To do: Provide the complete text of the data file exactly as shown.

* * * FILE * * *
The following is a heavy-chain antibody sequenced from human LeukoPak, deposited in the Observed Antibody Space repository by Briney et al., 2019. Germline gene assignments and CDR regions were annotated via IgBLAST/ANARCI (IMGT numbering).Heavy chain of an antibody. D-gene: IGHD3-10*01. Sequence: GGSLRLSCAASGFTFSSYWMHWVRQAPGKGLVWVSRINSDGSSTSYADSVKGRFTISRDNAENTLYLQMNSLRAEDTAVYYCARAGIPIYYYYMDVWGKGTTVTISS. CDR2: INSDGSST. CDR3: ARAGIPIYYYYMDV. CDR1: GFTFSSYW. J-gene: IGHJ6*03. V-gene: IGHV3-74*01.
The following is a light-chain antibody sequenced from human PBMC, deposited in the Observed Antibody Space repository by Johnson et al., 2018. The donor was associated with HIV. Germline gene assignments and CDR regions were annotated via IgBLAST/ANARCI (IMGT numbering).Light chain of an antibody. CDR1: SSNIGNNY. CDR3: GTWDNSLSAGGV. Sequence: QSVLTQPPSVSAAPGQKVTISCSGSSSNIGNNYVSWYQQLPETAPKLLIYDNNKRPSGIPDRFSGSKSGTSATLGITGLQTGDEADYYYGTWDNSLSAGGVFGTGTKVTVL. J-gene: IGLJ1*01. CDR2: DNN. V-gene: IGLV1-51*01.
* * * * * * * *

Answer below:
The following is a heavy-chain antibody sequenced from human LeukoPak, deposited in the Observed Antibody Space repository by Briney et al., 2019. Germline gene assignments and CDR regions were annotated via IgBLAST/ANARCI (IMGT numbering).Heavy chain of an antibody. D-gene: IGHD3-10*01. Sequence: GGSLRLSCAASGFTFSSYWMHWVRQAPGKGLVWVSRINSDGSSTSYADSVKGRFTISRDNAENTLYLQMNSLRAEDTAVYYCARAGIPIYYYYMDVWGKGTTVTISS. CDR2: INSDGSST. CDR3: ARAGIPIYYYYMDV. CDR1: GFTFSSYW. J-gene: IGHJ6*03. V-gene: IGHV3-74*01.
The following is a light-chain antibody sequenced from human PBMC, deposited in the Observed Antibody Space repository by Johnson et al., 2018. The donor was associated with HIV. Germline gene assignments and CDR regions were annotated via IgBLAST/ANARCI (IMGT numbering).Light chain of an antibody. CDR1: SSNIGNNY. CDR3: GTWDNSLSAGGV. Sequence: QSVLTQPPSVSAAPGQKVTISCSGSSSNIGNNYVSWYQQLPETAPKLLIYDNNKRPSGIPDRFSGSKSGTSATLGITGLQTGDEADYYYGTWDNSLSAGGVFGTGTKVTVL. J-gene: IGLJ1*01. CDR2: DNN. V-gene: IGLV1-51*01.